In Washington, there’s an old cliche: A gaffe is when a politician is accidentally honest.
That’s what happened to Newark (N.J.) Mayor Cory Booker during an appearance on NBC’s “Meet the Press” on Sunday. Booker, who is widely regarded as a fast riser in Democratic politics, veered badly off message when he defended Bain Capital — the longtime employer of former Massachusetts governor Mitt Romney — and described the negative tone of the campaign as “nauseating”…
Watch Booker’s video; it’s obvious he doesn’t like the negativity of the campaign — on both sides — and despite what we can only assume was heavy pressure by the Obama team to fix the glitch, he isn’t willing to entirely walk back his comments.
Gingrich said Booker “described what I think is a big reality for him as the mayor of Newark, that that free enterprise system has been creating jobs, paying taxes, improving his city.”
Romney’s work at Bain is open for inspection as part of his record, Gingrich said, but Democrats would be wise to stay away from it, lest they be seen as critical of the free market…
“One thing we discovered we could never make clear an attack on a particular case, and Romney’s ability to say no this is about free enterprise” he said. “And the average American looked up and said, ‘it’s about free enterprise.’ And it turned out that particular argument simply doesn’t work.”
One prominent business official, who asked not to be identified, put it this way: “It’s demonization of capitalism. And that makes a lot of Democrats uncomfortable and Cory Booker’s one of them. … I think that anybody with half a brain knows that the story is far more complicated and in fact Bain and private equity generally have made some positive contributions.”
“You know, they’re known as a very good company,” one Democratic operative said of Bain. “[They] help a lot of businesses around the country. Smart Dems don’t want to be anti-business.”…
The Obama campaign, meanwhile, continued dominating the latest in its string of mini-news cycles with the comments from Booker and then his YouTube walk back of his indictment of the Bain critiques on “Meet the Press.”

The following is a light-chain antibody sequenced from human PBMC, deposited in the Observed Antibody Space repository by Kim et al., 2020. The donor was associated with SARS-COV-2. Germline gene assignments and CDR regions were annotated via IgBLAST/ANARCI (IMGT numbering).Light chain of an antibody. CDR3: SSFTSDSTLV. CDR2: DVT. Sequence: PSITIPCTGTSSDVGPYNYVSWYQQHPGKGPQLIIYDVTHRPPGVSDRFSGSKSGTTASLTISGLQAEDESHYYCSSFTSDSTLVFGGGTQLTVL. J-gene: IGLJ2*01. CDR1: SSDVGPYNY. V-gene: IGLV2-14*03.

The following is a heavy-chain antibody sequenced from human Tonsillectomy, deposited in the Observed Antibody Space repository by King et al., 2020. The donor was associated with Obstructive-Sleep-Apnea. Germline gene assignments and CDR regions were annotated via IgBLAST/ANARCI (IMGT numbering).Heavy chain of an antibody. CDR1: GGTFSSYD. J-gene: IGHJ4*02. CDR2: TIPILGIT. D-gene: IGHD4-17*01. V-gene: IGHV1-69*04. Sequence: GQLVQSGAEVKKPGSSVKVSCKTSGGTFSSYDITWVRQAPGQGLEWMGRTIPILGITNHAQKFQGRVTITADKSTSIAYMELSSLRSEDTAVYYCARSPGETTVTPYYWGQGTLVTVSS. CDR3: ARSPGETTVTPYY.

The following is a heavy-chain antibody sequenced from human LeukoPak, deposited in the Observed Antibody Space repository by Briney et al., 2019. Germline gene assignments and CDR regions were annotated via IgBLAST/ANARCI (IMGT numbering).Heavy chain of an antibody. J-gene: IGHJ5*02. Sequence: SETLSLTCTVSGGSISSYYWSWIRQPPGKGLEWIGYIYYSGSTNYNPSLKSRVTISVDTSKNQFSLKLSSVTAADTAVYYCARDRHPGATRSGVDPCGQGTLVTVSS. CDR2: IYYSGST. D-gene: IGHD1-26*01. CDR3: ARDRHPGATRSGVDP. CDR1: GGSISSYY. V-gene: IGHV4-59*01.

One Democratic operative wondered aloud whether “he was sending signals using finger-taps or blinks” as Booker delivered a message he appeared to have been pressured into. Obama insiders denied pushing Booker to apologize.
“See it’s not a surprise to me because, if people don’t understand it now by paying attention to Cory traveling throughout the country, the people he meets with, people he supports and all the stuff happening in Newark with hedge funds and investors, if they don’t understand he’s completely beholden to them, there’s something wrong with them,” Rice said today. “It should not come as a shock to Obama, who understands [Booker] has these relationships and is going to play both ends to the middle as he always does.”
Referring to the video statement Booker posted for his “social media followers” after the “Meet the Press” appearance in which he reiterated his support for Obama, Rice said, “You can’t have it both ways. You can’t clean up something you truly believe in.”
A ThinkProgress examination of New Jersey campaign finance records for Booker’s first run for Mayor — back in 2002 — suggests a possible reason for his unease with attacks on Bain Capital and venture capital. They were among his earliest and most generous backers.
Contributions to his 2002 campaign from venture capitalists, investors, and big Wall Street bankers brought him more than $115,000 for his 2002 campaign. Among those contributing to his campaign were John Connaughton ($2,000), Steve Pagliuca ($2,200), Jonathan Lavine ($1,000) — all of Bain Capital. While the forms are not totally clear, it appears the campaign raised less than $800,000 total, making this a significant percentage.
Baldwin pressed LaBolt. “Hang on, I know Cory Booker is a rising star, he’s a superstar on Twitter. You’re telling me no one within the Obama 2012 campaign in any way reached out to Cory Booker to fix this?”
“He released that video of his own volition,” LaBolt responded. “We did not ask him to do so. We did not, no.”
The president, speaking to reporters in Chicago at the conclusion of a NATO summit there, said that it’s perfectly fair to pore through Romney’s record at Bain Capital, the private equity firm he had cofounded, since the former Massachusetts governor had made his private sector experience a cornerstone of his campaign.
“This is not a distraction. This is what this campaign is going to be about,” Obama said.
“I’m very upset I’m being used by the GOP this way.”